Book review: Utz by Bruce Chatwin

This slender gem is one I shall have to come back to again, I think.

The narrator meets the titular Utz – a fascinating MittelEuropean figure just the once, but is able to piece together the before and the after (the first scene tells of Utz’s funeral).

Its set mostly in Prague, from the 50s to the 70s, and concerns well – everything – love, joy, tyranny, freedom and… collecting – becoming prisoners of the things that entrance and captivate us (in Utz’s case his collection of porcelain figures).


Chatwin was a helluva writer (I need to re-read The Songlines), and erudite with it – there’s a lot of words I had to look up. Utz is a fascinating character, well-drawn, sympathetic and awful at the same time (so, a human). The claustrophobia and oppressiveness of the Soviet era (the book published just before “everything changed”) is nicely done…

There’s a nice acerbic jibe at Political Tourism-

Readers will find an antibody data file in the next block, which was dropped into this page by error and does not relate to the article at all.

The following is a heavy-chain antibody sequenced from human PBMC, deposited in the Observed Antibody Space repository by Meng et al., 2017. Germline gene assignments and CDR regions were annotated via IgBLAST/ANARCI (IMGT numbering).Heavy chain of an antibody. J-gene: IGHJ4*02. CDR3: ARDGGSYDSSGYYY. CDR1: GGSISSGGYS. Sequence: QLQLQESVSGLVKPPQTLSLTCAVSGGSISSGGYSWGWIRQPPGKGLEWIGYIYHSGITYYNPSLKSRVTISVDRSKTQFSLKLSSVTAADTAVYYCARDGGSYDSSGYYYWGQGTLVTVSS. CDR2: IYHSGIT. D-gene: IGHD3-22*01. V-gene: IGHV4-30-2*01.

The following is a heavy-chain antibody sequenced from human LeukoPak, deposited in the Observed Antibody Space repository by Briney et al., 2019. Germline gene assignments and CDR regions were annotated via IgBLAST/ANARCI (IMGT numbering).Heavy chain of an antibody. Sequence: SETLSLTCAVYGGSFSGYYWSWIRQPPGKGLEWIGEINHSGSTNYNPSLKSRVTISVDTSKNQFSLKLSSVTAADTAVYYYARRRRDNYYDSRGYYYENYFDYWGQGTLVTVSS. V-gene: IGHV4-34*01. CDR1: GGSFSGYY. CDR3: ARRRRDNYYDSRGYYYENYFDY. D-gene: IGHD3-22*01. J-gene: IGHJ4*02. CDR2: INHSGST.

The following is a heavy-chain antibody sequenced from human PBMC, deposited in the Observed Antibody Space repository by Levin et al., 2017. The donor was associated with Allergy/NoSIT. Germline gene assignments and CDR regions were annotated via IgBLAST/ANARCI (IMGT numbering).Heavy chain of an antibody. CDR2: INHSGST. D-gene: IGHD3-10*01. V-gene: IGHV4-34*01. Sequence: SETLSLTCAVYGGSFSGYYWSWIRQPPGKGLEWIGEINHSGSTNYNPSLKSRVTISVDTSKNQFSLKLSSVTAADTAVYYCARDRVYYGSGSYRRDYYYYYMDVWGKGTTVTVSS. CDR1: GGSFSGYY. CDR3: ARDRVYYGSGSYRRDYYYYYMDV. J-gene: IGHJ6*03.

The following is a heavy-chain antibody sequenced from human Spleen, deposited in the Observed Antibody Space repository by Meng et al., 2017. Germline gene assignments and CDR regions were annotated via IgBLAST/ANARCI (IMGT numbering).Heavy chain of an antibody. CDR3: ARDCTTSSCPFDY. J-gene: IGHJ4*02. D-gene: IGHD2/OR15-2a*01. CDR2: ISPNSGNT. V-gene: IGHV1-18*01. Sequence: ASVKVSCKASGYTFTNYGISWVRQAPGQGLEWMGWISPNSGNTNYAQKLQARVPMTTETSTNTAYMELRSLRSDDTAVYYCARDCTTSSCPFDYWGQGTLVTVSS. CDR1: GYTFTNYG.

There was also a party of English ‘dissident-watchers’ – a Professor of Modern History and three literary ladies – who, instead of watching animals in an East African game park, had come to spy on that other endangered species, the East European intellectual. Was the creature still at large? What should one feed it? Would it compose some suitable words to help the anti-Communist crusade?

They drank whisky on their credit cards , ate a lot of peanuts, and plainly hoped they were being followed. I hoped that, when they did meet a dissident, they got their fingers bitten off.

(page 120-1)

See also:

In a Pig’s Ear by Paul Bryers

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